The U.S. ski industry owes Mother Nature a favor.
The National Ski Areas Association reported Wednesday night that skier and snowboard rider visits were up about 11 percent this season to an estimated 56.6 million. That was the largest season-to-season gain in 30 years, said the association, which is based in Lakewood.
Plentiful snowfall in March also helped Aspen Skiing Co. exceed last season’s skier and rider visits, according to spokesman Jeff Hanle. Skico, like the industry as a whole, started slow but picked up steam as the season — and the snow — went along.
Skico was down 8 percent in visits as of Dec. 31 compared with the prior season. It whittled the deficit to 2 percent by the end of February.
“We were able to gain that ground back and surpass last year,” Hanle said. No specific numbers have been tabulated yet, he said. The entire 2011-12 season was plagued by poor snow conditions. Skico ended up down 1.7 percent in visits at its four ski areas.
This season got off to a slow start but many resorts experienced a strong period between Christmas and New Year’s Day as well as a good showing during Presidents Day weekend and throughout March, the trade association reported.
In an interview with The Aspen Times in March, association president Michael Berry summed up the ski season as: “Slow start, strong finish, average or slightly above average year.”
The ski industry set a record with 60.54 million skier and rider visits in 2010-11, when heavy snow blanketed many parts of the country during the winter. The visits plunged to 51 million during the dry winter of 2011-12.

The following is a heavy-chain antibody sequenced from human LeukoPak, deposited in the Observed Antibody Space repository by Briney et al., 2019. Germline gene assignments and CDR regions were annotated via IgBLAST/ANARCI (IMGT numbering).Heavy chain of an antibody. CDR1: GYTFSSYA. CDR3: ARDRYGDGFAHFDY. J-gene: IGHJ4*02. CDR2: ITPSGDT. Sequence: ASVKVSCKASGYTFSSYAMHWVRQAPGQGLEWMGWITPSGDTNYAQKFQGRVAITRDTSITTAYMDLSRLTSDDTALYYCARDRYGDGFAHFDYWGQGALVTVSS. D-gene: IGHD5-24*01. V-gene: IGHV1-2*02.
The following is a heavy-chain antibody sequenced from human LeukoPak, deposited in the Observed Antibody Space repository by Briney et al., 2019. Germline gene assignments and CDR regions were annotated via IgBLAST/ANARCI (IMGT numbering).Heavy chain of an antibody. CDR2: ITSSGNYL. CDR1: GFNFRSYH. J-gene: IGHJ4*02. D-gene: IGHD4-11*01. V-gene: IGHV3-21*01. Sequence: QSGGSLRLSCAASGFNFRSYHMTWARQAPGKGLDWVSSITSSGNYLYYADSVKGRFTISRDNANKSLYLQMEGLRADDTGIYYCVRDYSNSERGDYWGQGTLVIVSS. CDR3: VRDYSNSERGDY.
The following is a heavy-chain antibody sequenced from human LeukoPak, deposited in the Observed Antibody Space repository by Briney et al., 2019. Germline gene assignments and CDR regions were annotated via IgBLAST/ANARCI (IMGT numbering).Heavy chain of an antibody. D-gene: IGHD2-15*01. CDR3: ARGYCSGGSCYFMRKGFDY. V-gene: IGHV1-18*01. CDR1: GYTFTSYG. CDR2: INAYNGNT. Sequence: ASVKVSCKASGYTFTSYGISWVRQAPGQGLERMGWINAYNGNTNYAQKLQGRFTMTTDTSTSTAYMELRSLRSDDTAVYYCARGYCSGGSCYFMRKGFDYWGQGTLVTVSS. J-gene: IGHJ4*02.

This season’s turnaround was due to good snowfall in many parts of the country, Berry said in the earlier interview. The information released by the trade association Wednesday night said 78 percent of ski resorts across the country indicated they gained visits this season. The median was a 10.6 percent increase in visits.
The Rocky Mountain region’s resorts showed the least impressive gain. “Visits were up in all regions, with the biggest rebounds seen for the Pacific Southwest, up 20.5 percent,” the association said in a statement, “Meanwhile the Northwest was up 20.3 percent, and the Southeast was up 17.2 percent. Impressive gains were also recorded in the Midwest, up 11.5 percent, and Pacific Northwest, up 7.5 percent. The Rocky Mountain (region) was up 1.9 percent over the 2011-12 season.”
On a national scale, resorts were up 14 percent from Feb. 19 through March 24, and 25 percent from March 25 to closings, the association reported. In other words, ski season ended with a bang.
Hanle said Skico’s four ski areas experienced a strong March, particularly the last week and into April. March used to be the strongest month for Aspen-Snowmass, but it has petered out a bit in recent seasons. This year, the spring-break crowd was back in force, Hanle said.
The national trade association’s final report will be released in July. Colorado Ski Country USA, a state trade association, releases a report on the performance of its 22 members each June. Vail Resorts doesn’t belong to Colorado Ski Country USA, but releases its skier visits separately. It announced in April that visits at its four resorts in Colorado and three in California were up 5.5 percent. It operates Vail Mountain, Beaver Creek, Keystone and Breckenridge in Colorado.